On Thursday night, Rwanda Investigation Bureau (RIB) announced that it had arrested 12 people for attempting to defraud Equity Bank Rwanda in a cyber-heist involving 8 Kenyans, 3 Rwandans and 1 Ugandan.
RIB said the individuals were about to penetrate the systems of the bank and transfer undisclosed amounts of money to their accounts but were intercepted before they could accomplish the mission.
“RIB arrested an organized group of 08 Kenyans, 03 Rwandans and 01 Ugandan over a cyber-fraud attempt on Equity Bank Rwanda. This group was arrested while in the process of hacking into the bank system to steal money from clients’ accounts,”
“The group came to Rwanda after successfully defrauding Equity Bank both in Kenya and Uganda. The case file was compiled and submitted to the Prosecution for further management,” RIB said, thanking all those who shared information that led to the arrest of suspects.
According to Equity Bank, no funds were stolen. The bank thanked RIB for acting swiftly to arrest the cartel before they could steal funds, assuring clients that their money is safe.
“Thank you RIB for your swift response in apprehending the criminals who attempted to defraud the bank. Equity’s commitment to a safe and secure place for store of value/customers’ money remains in full force through our massive investment in systems and staff capabilities,” the bank said.
It is not the first time fraudsters have attempted to rob banks in Rwanda. According to the National Bank of Rwanda (BNR), there are several cyber attempts annually targeting banks, most of which are detected before they could succeed.
In 2018, approximately Rwf289.5 million was stolen from financial institutions in the country in 22 cases of cyber-attacks recorded. The Central Bank said about Rwf208m was successfully recovered from the fraudsters.
According to the Governor of the Central Bank John Rwangombwa, indeed banks are regularly asked to strengthen their systems as cases of cybercrimes increase by the day.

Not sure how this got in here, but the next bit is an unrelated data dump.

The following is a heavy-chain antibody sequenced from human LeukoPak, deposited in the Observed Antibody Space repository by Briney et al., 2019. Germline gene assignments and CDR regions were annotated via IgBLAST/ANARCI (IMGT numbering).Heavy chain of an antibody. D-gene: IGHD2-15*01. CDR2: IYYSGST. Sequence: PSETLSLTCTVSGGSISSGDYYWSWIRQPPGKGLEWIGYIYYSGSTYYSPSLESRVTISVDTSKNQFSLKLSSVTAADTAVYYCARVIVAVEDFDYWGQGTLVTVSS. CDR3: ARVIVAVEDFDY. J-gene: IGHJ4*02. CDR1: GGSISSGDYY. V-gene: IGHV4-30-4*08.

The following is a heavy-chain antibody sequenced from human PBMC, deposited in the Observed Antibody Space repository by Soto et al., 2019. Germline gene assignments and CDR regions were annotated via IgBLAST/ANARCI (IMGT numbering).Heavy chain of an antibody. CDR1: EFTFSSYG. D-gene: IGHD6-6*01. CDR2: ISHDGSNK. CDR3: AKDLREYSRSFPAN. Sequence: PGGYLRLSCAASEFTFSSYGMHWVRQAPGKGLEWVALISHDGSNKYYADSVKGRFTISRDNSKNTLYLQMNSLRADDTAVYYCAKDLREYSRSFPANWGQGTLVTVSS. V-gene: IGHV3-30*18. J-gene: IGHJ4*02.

“We require banks to strengthen their systems and governance every now and then to ensure that they don’t fall prey to cyber-attacks. We do regular checks to see if the banks meet these standards,”
“We also do regular audits to check against possible fraud and follow up on attempts. We think that is why we were able to apprehend the fraudsters before they could steal from the bank. They were not arrested in Kenya and Uganda but when they got here, we got them,” Rwangombwa told KT Press.
He said that the central bank works closely with security organs to nip in the bud most cyber-attacks targeting banks before they could succeed. He said that there are efforts to set up a cybercrimes coordination mechanism linking financial institutions with security organs in a bid to deal with cyber-attacks.
“One thing we should know is that even as we strengthen our systems, even the hackers are getting more sophisticated. So it is a continuous process,” Rwangombwa said.
According to the central bank figures, cyber-attacks targeting financial institutions were more prevalent in 2017, where there were about 80 incidences of cyber thefts, costing financial institutions some Rwf2.6bn.
Governor Rwangombwa said that chances are fraudsters will not get away with cyber theft because the central bank is able to work with the banks to trace the final destination of funds but most attempts are stopped before money could be stolen.
He said that in some of the cases where money was stolen, it often involves an insider who connives with the fraudsters but they are often arrested and charged in courts of law.
According to statistics released by RIB earlier this year, cyber-related fraud cost the country some Rwf6bn in 2018. There were 113 cases of cybercrimes registered countrywide of which 64 were committed in Kigali.